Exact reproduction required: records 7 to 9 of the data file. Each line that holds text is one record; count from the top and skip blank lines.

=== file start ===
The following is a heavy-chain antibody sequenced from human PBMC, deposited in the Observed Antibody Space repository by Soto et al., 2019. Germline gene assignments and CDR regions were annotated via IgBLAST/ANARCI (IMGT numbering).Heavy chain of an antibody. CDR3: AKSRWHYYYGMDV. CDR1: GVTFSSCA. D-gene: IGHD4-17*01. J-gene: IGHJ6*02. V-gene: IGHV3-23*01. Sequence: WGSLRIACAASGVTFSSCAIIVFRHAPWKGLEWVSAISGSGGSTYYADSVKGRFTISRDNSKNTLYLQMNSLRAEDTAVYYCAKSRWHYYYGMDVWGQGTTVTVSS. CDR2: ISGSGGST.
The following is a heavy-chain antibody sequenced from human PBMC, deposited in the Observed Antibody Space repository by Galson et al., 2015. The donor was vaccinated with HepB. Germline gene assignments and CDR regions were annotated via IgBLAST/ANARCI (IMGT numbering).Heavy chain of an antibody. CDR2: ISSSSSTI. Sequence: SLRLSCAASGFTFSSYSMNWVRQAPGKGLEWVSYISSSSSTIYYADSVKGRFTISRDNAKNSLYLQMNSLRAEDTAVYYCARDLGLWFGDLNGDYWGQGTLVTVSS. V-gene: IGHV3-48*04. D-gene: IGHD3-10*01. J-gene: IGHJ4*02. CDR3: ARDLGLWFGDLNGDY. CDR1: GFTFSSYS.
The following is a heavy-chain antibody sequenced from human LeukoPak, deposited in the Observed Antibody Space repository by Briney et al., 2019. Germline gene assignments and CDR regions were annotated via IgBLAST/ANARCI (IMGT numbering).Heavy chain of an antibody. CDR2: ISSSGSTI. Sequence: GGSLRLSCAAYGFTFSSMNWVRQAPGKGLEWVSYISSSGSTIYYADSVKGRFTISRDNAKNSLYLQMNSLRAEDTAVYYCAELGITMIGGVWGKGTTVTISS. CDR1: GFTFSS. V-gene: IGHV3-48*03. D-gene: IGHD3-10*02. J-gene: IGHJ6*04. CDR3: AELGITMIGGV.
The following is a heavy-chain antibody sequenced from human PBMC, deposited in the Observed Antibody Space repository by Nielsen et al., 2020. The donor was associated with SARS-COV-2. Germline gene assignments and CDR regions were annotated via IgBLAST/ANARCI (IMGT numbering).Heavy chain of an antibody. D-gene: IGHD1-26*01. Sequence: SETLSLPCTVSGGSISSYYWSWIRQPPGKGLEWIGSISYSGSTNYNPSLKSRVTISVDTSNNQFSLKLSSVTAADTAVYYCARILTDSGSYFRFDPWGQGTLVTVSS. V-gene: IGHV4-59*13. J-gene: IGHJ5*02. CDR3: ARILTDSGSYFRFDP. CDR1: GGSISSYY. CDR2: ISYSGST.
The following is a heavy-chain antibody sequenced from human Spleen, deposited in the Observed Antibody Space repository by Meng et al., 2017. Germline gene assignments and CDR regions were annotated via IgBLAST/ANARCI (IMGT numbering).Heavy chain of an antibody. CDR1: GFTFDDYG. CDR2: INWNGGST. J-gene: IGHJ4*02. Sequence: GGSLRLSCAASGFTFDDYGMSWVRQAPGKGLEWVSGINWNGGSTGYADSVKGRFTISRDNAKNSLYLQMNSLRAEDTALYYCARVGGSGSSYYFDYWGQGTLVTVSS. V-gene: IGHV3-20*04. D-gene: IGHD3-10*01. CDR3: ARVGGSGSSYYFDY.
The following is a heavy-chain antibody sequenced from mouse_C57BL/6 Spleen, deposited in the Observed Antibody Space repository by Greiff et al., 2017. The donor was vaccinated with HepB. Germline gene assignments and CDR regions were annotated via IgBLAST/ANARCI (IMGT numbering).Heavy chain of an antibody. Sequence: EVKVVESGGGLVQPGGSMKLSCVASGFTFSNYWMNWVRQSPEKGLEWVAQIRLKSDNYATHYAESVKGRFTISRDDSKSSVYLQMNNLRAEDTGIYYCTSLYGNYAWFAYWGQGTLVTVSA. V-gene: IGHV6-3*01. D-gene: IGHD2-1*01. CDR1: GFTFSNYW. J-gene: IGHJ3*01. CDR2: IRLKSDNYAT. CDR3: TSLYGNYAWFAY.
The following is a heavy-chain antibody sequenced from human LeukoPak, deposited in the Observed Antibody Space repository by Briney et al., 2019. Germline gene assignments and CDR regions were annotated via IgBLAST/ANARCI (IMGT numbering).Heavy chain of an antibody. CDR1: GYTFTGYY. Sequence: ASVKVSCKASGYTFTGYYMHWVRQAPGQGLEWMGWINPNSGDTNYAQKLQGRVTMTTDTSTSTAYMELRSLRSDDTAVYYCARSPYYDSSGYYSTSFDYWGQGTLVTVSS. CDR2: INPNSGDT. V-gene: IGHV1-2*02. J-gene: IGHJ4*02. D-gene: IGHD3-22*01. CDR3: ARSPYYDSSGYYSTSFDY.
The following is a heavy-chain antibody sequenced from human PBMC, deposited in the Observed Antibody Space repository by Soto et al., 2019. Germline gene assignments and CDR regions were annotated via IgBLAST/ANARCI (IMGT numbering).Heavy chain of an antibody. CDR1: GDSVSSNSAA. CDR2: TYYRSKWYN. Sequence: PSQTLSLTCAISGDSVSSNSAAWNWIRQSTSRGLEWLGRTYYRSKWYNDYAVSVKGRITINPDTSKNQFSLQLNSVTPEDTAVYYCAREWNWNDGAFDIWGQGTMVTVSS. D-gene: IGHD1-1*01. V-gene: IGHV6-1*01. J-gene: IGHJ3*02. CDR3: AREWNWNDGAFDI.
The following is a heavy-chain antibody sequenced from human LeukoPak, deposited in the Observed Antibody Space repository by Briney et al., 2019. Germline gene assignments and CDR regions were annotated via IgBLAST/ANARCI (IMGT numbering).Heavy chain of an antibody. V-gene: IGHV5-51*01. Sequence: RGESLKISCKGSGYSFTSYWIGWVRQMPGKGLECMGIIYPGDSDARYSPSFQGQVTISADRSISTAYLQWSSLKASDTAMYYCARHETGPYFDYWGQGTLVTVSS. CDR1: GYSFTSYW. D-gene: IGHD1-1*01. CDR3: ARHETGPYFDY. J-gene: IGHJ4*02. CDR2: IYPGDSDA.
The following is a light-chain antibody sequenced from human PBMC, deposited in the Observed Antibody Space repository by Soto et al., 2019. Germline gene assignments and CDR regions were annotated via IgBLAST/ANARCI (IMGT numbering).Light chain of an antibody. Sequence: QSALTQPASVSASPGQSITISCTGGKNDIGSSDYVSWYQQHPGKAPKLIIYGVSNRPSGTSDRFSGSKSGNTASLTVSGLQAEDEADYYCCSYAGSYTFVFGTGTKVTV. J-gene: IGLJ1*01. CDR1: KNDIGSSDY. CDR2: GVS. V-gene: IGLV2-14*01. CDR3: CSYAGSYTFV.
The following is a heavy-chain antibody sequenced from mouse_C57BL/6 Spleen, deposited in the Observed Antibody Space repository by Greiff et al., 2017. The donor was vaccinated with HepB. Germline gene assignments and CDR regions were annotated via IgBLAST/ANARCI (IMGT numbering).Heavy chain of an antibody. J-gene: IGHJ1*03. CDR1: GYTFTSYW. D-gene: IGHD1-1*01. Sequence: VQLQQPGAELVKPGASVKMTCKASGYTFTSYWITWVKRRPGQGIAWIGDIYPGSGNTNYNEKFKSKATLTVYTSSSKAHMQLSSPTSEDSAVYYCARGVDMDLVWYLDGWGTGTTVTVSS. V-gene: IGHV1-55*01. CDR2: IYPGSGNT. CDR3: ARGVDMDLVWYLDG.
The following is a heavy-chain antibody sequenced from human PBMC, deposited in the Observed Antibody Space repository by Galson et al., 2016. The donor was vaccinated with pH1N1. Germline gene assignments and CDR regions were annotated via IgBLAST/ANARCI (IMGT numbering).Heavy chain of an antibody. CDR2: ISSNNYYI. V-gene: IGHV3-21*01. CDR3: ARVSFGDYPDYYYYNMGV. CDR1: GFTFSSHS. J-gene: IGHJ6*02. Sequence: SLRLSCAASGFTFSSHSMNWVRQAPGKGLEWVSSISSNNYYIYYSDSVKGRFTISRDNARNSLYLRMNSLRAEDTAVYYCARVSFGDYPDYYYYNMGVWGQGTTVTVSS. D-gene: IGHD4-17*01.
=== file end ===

The following is a heavy-chain antibody sequenced from human LeukoPak, deposited in the Observed Antibody Space repository by Briney et al., 2019. Germline gene assignments and CDR regions were annotated via IgBLAST/ANARCI (IMGT numbering).Heavy chain of an antibody. CDR1: GYTFTGYY. Sequence: ASVKVSCKASGYTFTGYYMHWVRQAPGQGLEWMGWINPNSGDTNYAQKLQGRVTMTTDTSTSTAYMELRSLRSDDTAVYYCARSPYYDSSGYYSTSFDYWGQGTLVTVSS. CDR2: INPNSGDT. V-gene: IGHV1-2*02. J-gene: IGHJ4*02. D-gene: IGHD3-22*01. CDR3: ARSPYYDSSGYYSTSFDY.
The following is a heavy-chain antibody sequenced from human PBMC, deposited in the Observed Antibody Space repository by Soto et al., 2019. Germline gene assignments and CDR regions were annotated via IgBLAST/ANARCI (IMGT numbering).Heavy chain of an antibody. CDR1: GDSVSSNSAA. CDR2: TYYRSKWYN. Sequence: PSQTLSLTCAISGDSVSSNSAAWNWIRQSTSRGLEWLGRTYYRSKWYNDYAVSVKGRITINPDTSKNQFSLQLNSVTPEDTAVYYCAREWNWNDGAFDIWGQGTMVTVSS. D-gene: IGHD1-1*01. V-gene: IGHV6-1*01. J-gene: IGHJ3*02. CDR3: AREWNWNDGAFDI.
The following is a heavy-chain antibody sequenced from human LeukoPak, deposited in the Observed Antibody Space repository by Briney et al., 2019. Germline gene assignments and CDR regions were annotated via IgBLAST/ANARCI (IMGT numbering).Heavy chain of an antibody. V-gene: IGHV5-51*01. Sequence: RGESLKISCKGSGYSFTSYWIGWVRQMPGKGLECMGIIYPGDSDARYSPSFQGQVTISADRSISTAYLQWSSLKASDTAMYYCARHETGPYFDYWGQGTLVTVSS. CDR1: GYSFTSYW. D-gene: IGHD1-1*01. CDR3: ARHETGPYFDY. J-gene: IGHJ4*02. CDR2: IYPGDSDA.